“I had been on League for a while and I was starting to have that itch of, ‘Oh, let me try something new,’” Goscicki says. “And I had a lot of friends on the character team for Valorant, former Champion people from League, which makes sense. And [Riot was] like, ‘Hey, we need someone to help out with this stuff.’ I came over right around the time they had started to reboot all the art for the characters.”

John Goscicki looks at the camera
John Goscicki, Valorant character producer

Each of Valorant’s characters has a unique look, both for style reasons and to help keep them all easily identifiable from a gameplay perspective. Goscicki describes the overarching fashion sense of the Agents as a combination of “modern tech fashion, athleisure, and high fashion reinterpreted.”

But what really stands out is that every character in the game looks like someone you might want to play as. Not just for a round, but for an entire game. Goscicki explains that that was very much by design.

“One thing [we wanted] was to make the characters aspirational, make them appealing,” Goscicki says. “I think a good analogy here is like, we’re not looking to make the main NPCs. Each character is a protagonist.”

One of the final pieces of the larger Valorant puzzle was David Nottingham. Shortly after Donlon arrived, and with many parts of the game already in place, she brought in Nottingham as the creative director. Several Rioters describe Nottingham as a sort of ethereal creative presence. He seems to be able to float easily from one subject to the next, expanding on any and every idea. It’s this quality that explains why he was brought in on Valorant at this stage of development.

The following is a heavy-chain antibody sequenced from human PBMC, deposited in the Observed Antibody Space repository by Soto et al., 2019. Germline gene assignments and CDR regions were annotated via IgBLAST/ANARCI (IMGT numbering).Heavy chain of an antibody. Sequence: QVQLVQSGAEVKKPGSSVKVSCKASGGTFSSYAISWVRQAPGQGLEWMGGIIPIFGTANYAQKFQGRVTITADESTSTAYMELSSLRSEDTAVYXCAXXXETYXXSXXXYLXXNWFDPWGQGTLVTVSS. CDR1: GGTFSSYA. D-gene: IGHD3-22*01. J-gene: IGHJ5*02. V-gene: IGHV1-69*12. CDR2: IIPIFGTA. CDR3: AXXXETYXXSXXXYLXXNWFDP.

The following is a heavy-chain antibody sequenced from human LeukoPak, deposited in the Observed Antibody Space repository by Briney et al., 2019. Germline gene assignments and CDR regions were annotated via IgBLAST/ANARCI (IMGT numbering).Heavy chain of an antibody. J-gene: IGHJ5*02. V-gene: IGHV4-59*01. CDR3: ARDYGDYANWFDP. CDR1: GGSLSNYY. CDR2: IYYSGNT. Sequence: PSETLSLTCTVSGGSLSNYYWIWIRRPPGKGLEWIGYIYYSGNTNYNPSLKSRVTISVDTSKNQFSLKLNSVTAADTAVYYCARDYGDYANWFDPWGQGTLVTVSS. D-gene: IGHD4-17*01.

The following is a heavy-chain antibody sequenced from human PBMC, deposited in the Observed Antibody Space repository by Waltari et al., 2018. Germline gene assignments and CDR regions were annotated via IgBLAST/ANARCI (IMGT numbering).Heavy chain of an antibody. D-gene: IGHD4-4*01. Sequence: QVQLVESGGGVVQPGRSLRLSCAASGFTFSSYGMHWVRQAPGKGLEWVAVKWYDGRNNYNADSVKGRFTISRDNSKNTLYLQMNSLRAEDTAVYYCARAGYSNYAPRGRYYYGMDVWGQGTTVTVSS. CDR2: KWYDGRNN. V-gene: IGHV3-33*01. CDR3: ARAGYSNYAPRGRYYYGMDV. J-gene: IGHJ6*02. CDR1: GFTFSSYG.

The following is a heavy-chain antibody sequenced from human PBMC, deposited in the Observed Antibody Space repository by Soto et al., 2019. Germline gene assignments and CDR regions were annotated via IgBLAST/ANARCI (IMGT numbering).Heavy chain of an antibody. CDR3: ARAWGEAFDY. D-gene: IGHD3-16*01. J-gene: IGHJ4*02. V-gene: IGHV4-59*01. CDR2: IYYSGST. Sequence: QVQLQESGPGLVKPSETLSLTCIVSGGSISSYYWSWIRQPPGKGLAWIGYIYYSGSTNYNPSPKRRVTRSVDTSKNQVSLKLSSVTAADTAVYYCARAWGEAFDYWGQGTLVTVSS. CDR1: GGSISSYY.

When asked what the world of Valorant was like before he arrived, Nottingham gives a small laugh. “The team had really prioritized gameplay for a long time,” he says. “And that’s great because it’s the most important thing, but there was definitely a lot of reboot for what the IP could be. And I was just observing from the sidelines. I was able to kind of look at all that and then tunnel down and say, ‘Oh, this is where you’re going,’” Nottingham says.

With so much of Valorant already in place and no narrative to fit around it, a vaporous creative presence like Nottingham made sense: someone who could fill in the cracks between the game’s various characters and concepts, and make them all seem to fit together into one cohesive world.

David Nottingham looks at the camera
David Nottingham, Valorant creative director

“I think that made it, for me, a really interesting creative challenge,” he says. “It’s almost like a Rubik’s cube: ‘How do I take all these different elements and stitch them together into something where we felt like we now have a foundation that we’re pretty excited about?’ And then we can see where we want it to take us in the future.”

Valorant’s characters all have funny quips that show off their personality, and short conversations between them hint at deeper relationships. All of this comes through in short bursts of in-game dialogue, and Nottingham says that these lines will change over time as the Agents’ stories evolve. None of it takes away from the gameplay or lasts more than a few seconds, and it makes for a nice break from round after round of high-tension shooting, but it’s hard to tell how much story Valorant will tell in these bits and pieces. Nottingham brings up Fortnite as an example of the kind of large-scale in-game storytelling that Riot is aiming for, but in this early glimpse we didn’t see much of a larger narrative.

While Valorant may not actually be Riot’s second game, it’s certainly the most ambitious project the company has attempted since League of Legends. In many ways, Riot seems to be trying to release Valorant as a game that’s comparable to what League of Legends took a decade to grow into.

When I played it at Riot’s headquarters, Valorant was highly polished, a technical marvel, and one of the most fun tactical shooters I’ve played. And it’s still a few months away from the version that will launch sometime this summer. But as is the case with most free-to-play games, the way players feel a year from now is even more important than how they feel at launch. At 10 years old, League of Legends is still one of the most popular PC games in the world, and after nearly six years of development in on Valorant, Riot is finally ready to see if it can repeat that success.